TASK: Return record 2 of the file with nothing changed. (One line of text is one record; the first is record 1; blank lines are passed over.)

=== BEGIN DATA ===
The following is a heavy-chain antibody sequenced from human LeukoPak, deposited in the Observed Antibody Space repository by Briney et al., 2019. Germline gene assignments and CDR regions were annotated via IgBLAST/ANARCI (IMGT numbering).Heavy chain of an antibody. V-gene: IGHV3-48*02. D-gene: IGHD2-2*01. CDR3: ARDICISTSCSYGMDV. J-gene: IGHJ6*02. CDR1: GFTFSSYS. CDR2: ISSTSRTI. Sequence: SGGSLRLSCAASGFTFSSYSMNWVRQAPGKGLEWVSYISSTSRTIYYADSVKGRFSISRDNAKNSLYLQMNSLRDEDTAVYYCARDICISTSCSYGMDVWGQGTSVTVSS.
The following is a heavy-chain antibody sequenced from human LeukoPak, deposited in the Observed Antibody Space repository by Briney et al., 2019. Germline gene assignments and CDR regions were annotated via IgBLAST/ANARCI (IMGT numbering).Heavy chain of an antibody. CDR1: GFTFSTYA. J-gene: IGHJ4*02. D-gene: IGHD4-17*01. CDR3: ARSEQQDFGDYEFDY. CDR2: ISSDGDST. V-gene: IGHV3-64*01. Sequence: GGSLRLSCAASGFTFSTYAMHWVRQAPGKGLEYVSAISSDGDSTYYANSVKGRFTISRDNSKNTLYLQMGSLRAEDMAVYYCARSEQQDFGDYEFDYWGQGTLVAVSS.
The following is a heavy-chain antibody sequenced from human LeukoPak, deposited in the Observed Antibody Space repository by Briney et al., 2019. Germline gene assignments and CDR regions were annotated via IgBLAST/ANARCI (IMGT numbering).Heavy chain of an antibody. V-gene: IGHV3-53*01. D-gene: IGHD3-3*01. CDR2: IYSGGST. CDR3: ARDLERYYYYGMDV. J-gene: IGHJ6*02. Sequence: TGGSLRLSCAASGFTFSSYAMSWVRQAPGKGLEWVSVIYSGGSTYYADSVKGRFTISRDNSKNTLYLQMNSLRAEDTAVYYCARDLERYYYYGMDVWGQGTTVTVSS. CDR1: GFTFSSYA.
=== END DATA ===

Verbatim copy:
The following is a heavy-chain antibody sequenced from human LeukoPak, deposited in the Observed Antibody Space repository by Briney et al., 2019. Germline gene assignments and CDR regions were annotated via IgBLAST/ANARCI (IMGT numbering).Heavy chain of an antibody. CDR1: GFTFSTYA. J-gene: IGHJ4*02. D-gene: IGHD4-17*01. CDR3: ARSEQQDFGDYEFDY. CDR2: ISSDGDST. V-gene: IGHV3-64*01. Sequence: GGSLRLSCAASGFTFSTYAMHWVRQAPGKGLEYVSAISSDGDSTYYANSVKGRFTISRDNSKNTLYLQMGSLRAEDMAVYYCARSEQQDFGDYEFDYWGQGTLVAVSS.